3. Moratorium – please respond by March 14, 2024

In January 2023 the council approved a temporary moratorium of applications for MF or TH zoning. Do you agree with the temporary moratorium? Why or why not?

Yes, I agree with the moratorium and would have made the same decision. By delaying future application for these zoning changes, it allows the city time to adjust and react to the recent ones that were put in place. We are able to observe the impacts that these zones have on the city and community, either positive or negative, and determine whether further similar zoning changes would be beneficial or detrimental to the targeted growth of the city. We are currently evaluating a revision to the Comprehensive Plan and having that voted on and finalized will prove useful in providing guidance on future zoning priorities and city development projects. This moratorium is critical in allowing these evaluations to take place and provide meaningful data for decision making.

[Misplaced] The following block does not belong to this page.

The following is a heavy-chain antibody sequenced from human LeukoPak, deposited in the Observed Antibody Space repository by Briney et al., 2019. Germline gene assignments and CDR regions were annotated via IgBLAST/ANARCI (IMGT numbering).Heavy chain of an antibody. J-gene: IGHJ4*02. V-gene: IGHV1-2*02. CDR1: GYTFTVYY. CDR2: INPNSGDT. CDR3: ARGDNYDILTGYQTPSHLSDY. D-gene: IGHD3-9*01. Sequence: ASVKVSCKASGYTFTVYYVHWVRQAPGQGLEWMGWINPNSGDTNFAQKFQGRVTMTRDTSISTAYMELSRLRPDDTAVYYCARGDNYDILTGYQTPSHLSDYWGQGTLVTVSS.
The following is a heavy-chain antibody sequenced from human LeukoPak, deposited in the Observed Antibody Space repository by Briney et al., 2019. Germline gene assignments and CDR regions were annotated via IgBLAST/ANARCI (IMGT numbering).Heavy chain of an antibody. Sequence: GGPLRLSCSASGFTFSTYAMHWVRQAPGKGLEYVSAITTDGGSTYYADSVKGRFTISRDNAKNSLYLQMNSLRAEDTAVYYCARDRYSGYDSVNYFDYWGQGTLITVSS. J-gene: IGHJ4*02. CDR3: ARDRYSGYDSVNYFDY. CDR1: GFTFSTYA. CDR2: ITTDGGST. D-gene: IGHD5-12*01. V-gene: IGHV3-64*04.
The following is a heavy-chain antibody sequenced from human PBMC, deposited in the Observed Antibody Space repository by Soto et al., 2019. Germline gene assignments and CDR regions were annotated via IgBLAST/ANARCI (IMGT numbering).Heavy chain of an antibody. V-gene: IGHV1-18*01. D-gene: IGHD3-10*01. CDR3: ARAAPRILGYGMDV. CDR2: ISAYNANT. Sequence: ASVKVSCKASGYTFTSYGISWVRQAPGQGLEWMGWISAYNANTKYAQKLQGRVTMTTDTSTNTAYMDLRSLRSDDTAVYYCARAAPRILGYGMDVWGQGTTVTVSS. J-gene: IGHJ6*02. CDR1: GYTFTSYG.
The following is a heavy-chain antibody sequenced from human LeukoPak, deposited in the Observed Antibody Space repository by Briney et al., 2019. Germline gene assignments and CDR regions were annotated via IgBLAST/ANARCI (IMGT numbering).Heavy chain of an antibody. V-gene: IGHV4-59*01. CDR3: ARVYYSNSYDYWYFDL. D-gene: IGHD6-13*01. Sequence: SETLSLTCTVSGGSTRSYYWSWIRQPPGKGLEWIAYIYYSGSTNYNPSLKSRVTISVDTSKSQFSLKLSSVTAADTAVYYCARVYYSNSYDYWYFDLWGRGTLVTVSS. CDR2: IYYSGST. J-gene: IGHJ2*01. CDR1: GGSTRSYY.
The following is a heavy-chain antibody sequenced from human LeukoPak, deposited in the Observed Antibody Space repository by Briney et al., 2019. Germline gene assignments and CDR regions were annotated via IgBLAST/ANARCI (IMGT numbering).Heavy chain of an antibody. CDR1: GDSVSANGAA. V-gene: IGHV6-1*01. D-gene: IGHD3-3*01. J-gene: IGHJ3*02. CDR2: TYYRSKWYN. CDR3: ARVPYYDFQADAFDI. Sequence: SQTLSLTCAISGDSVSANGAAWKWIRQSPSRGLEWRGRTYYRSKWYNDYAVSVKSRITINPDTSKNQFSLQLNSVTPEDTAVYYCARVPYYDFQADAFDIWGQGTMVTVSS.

4. Extension of Little Road – please respond by March 21, 2024

In August 2023 the city council decided it would issue debt (certificates of obligation) for the extension of Little Road without any voter approval after the discussion all along prior to that meeting was to issue general obligation bonds approved by voters if the project was to be completed. Do you agree with the council's action? Why or why not?